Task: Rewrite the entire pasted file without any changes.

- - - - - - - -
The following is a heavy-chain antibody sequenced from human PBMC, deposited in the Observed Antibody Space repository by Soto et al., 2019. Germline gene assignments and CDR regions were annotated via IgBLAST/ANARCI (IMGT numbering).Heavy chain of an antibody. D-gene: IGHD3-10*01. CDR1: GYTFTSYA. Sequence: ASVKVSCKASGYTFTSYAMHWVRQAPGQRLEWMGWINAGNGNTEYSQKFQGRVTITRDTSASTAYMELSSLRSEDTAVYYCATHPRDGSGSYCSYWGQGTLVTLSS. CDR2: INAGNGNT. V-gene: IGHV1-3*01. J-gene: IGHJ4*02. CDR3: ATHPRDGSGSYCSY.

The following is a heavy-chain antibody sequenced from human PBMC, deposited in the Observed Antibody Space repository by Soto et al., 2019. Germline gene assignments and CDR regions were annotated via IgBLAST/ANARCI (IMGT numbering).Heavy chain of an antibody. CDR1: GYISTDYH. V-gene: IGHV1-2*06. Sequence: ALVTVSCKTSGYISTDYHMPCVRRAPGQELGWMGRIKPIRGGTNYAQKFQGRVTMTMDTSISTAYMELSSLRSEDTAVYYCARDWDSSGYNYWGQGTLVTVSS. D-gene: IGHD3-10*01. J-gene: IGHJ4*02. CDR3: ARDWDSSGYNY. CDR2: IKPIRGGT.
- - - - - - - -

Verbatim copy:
The following is a heavy-chain antibody sequenced from human PBMC, deposited in the Observed Antibody Space repository by Soto et al., 2019. Germline gene assignments and CDR regions were annotated via IgBLAST/ANARCI (IMGT numbering).Heavy chain of an antibody. D-gene: IGHD3-10*01. CDR1: GYTFTSYA. Sequence: ASVKVSCKASGYTFTSYAMHWVRQAPGQRLEWMGWINAGNGNTEYSQKFQGRVTITRDTSASTAYMELSSLRSEDTAVYYCATHPRDGSGSYCSYWGQGTLVTLSS. CDR2: INAGNGNT. V-gene: IGHV1-3*01. J-gene: IGHJ4*02. CDR3: ATHPRDGSGSYCSY.

The following is a heavy-chain antibody sequenced from human PBMC, deposited in the Observed Antibody Space repository by Soto et al., 2019. Germline gene assignments and CDR regions were annotated via IgBLAST/ANARCI (IMGT numbering).Heavy chain of an antibody. CDR1: GYISTDYH. V-gene: IGHV1-2*06. Sequence: ALVTVSCKTSGYISTDYHMPCVRRAPGQELGWMGRIKPIRGGTNYAQKFQGRVTMTMDTSISTAYMELSSLRSEDTAVYYCARDWDSSGYNYWGQGTLVTVSS. D-gene: IGHD3-10*01. J-gene: IGHJ4*02. CDR3: ARDWDSSGYNY. CDR2: IKPIRGGT.